About this Journal Submit a Manuscript Table of Contents
International Journal of Forestry Research
Volume 2010 (2010), Article ID 413703, 9 pages
http://dx.doi.org/10.1155/2010/413703
Research Article

Carbon Flux of Down Woody Materials in Forests of the North Central United States

USDA Forest Service, Northern Research Station, Saint Paul, MN 55108, USA

Received 9 June 2009; Revised 13 October 2009; Accepted 5 November 2009

Academic Editor: Hamish Kimmins

Copyright © 2010 C. W. Woodall. This is an open access article distributed under the Creative Commons Attribution License, which permits unrestricted use, distribution, and reproduction in any medium, provided the original work is properly cited.

Linked References

  1. C. W. Woodall and V. J. Monleon, “Sampling, estimation, and analysis procedures for the down woody materials indicator,” Tech. Rep. NRS-22, USDA Forest Service, Newtown Square, Pa, USA, 2008.
  2. L. S. Heath, J. E. Smith, and R. A. Birdsey, “Carbon trends in US forest lands: a context for the role of soils in forest carbon sequestration,” in The Potential of US Forest Soils to Sequester Carbon and Mitigate the Greenhouse Effect, J. M. Kimble, L. S. Heath, R. A. Birdsey, and R. Lal, Eds., pp. 35–45, CRC Press LLC, Boca Raton, Fla, USA, 2003.
  3. EPA, “Inventory of U.S. greenhouse gas emissions and sinks: 1990–2006,” Tech. Rep., U.S. Environmental Protection Agency, Washington, DC, USA, 2008.
  4. Y. Malhi, D. D. Baldocchi, and P. G. Jarvis, “The carbon balance of tropical, temperate and boreal forests,” Plant, Cell & Environment, vol. 22, no. 6, pp. 715–740, 1999. View at Publisher · View at Google Scholar · View at Scopus
  5. X. Yin, “The decay of forest woody debris: numerical modeling and implications based on some 300 data cases from North America,” Oecologia, vol. 121, no. 1, pp. 81–98, 1999. View at Publisher · View at Google Scholar · View at Scopus
  6. J. Berry and O. Bjorkman, “Photosynthesis response and adaptation to temperature in higher plants,” Annual Review of Plant Physiology, vol. 31, pp. 491–543, 1980.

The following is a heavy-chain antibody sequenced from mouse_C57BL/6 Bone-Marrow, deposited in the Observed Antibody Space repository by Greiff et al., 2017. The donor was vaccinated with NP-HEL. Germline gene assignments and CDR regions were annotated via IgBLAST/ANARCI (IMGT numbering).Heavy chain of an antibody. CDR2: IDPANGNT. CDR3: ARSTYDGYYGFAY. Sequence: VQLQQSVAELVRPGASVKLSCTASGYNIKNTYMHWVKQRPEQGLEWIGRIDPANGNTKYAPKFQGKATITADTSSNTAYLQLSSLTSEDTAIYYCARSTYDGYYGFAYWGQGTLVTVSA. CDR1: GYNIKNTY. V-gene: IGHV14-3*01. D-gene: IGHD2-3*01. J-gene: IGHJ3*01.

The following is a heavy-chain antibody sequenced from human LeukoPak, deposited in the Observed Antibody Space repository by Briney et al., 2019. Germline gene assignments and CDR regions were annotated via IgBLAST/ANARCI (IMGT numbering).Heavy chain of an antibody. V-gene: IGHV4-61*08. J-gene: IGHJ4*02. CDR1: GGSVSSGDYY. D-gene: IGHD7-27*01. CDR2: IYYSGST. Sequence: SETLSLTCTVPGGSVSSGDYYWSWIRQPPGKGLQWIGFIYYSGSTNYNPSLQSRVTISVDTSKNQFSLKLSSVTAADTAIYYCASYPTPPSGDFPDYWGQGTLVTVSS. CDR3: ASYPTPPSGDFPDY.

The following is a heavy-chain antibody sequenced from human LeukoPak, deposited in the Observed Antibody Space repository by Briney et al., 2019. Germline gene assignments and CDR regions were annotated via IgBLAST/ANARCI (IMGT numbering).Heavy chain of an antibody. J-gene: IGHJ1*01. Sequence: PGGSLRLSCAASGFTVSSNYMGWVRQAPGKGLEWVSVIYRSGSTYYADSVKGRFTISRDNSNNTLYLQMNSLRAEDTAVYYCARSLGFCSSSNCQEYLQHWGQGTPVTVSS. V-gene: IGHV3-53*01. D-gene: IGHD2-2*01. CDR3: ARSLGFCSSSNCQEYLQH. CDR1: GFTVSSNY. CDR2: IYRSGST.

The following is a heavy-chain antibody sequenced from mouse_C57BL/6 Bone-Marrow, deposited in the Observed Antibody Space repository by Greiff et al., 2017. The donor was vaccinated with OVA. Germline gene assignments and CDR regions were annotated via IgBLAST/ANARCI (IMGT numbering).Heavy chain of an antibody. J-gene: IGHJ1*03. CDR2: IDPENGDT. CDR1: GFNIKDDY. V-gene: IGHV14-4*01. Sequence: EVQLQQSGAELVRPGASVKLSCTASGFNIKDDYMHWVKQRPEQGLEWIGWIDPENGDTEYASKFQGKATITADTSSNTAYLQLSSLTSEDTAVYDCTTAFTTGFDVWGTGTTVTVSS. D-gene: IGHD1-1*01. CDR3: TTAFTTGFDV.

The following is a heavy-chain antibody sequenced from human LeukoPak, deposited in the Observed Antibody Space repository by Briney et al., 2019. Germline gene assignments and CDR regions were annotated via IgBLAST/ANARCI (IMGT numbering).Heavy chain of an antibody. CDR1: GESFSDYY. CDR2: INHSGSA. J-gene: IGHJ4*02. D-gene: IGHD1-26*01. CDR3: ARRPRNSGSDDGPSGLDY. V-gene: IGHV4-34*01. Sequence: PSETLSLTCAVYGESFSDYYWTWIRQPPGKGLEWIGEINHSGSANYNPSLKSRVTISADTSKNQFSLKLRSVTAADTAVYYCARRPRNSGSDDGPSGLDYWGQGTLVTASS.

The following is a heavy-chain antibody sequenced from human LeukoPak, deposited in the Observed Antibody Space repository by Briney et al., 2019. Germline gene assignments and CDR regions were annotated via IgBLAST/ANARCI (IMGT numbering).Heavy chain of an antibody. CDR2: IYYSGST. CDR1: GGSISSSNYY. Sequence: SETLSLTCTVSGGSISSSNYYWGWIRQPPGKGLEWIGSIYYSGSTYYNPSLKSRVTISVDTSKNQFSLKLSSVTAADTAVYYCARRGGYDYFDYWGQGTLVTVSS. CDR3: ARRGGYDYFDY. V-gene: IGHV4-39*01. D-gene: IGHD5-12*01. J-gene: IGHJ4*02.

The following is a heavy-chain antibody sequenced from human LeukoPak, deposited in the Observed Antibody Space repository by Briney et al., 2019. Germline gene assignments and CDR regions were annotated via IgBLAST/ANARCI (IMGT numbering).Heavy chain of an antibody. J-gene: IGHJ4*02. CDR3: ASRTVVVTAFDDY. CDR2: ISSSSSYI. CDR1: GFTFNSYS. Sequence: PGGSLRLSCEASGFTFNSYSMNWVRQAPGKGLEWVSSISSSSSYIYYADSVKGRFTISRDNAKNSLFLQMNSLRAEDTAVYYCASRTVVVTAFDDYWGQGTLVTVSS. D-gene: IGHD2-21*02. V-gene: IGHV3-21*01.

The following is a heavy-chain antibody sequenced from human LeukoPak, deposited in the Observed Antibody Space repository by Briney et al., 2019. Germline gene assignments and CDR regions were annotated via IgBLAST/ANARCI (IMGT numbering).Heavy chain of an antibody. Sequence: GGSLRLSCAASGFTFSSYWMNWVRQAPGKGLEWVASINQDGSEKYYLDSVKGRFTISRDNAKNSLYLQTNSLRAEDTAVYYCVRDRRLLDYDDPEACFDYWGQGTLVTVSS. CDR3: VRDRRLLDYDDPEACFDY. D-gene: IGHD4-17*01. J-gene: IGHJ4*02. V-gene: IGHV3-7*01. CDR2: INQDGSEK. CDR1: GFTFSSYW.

7. J. W. Raich, A. E. Russell, K. Kitayama, W. J. Parton, and P. M. Vitousek, “Temperature influences carbon accumulation in moist tropical forests,” Ecology, vol. 87, no. 1, pp. 76–87, 2006. View at Publisher · View at Google Scholar · View at Scopus
  8. J. G. Hamilton, E. H. DeLucia, K. George, S. L. Naidu, A. C. Finzi, and W. H. Schlesinger, “Forest carbon balance under elevated CO2,” Oecologia, vol. 131, no. 2, pp. 250–260, 2002. View at Publisher · View at Google Scholar · View at Scopus
  9. O. J. Sun, J. Campbell, B. E. Law, and V. Wolf, “Dynamics of carbon stocks in soils and detritus across chronosequences of different forest types in the Pacific Northwest, USA,” Global Change Biology, vol. 10, no. 9, pp. 1470–1481, 2004. View at Publisher · View at Google Scholar · View at Scopus
  10. C. W. Woodall and G. C. Liknes, “Climatic regions as an indicator of forest coarse and fine woody debris carbon stocks in the United States,” Carbon Balance and Management, vol. 3, article 5, 2008. View at Publisher · View at Google Scholar · View at PubMed · View at Scopus
  11. S. A. Hall, I. C. Burke, and N. T. Hobbs, “Litter and dead wood dynamics in ponderosa pine forests along a 160-year chronosequence,” Ecological Applications, vol. 16, no. 6, pp. 2344–2355, 2006. View at Publisher · View at Google Scholar · View at Scopus
  12. D. M. Kashian, W. H. Romme, D. B. Tinker, M. G. Turner, and M. G. Ryan, “Carbon storage on landscapes with stand-replacing fires,” BioScience, vol. 56, no. 7, pp. 598–606, 2006. View at Publisher · View at Google Scholar · View at Scopus
  13. P. J. Radtke, S. P. Prisley, R. L. Amateis, C. A. Copenheaver, and H. E. Burkhart, “A proposed model for deadwood C production and decay in loblolly pine plantations,” Environmental Management, vol. 33, supplement 1, pp. S56–S64, 2004. View at Publisher · View at Google Scholar · View at Scopus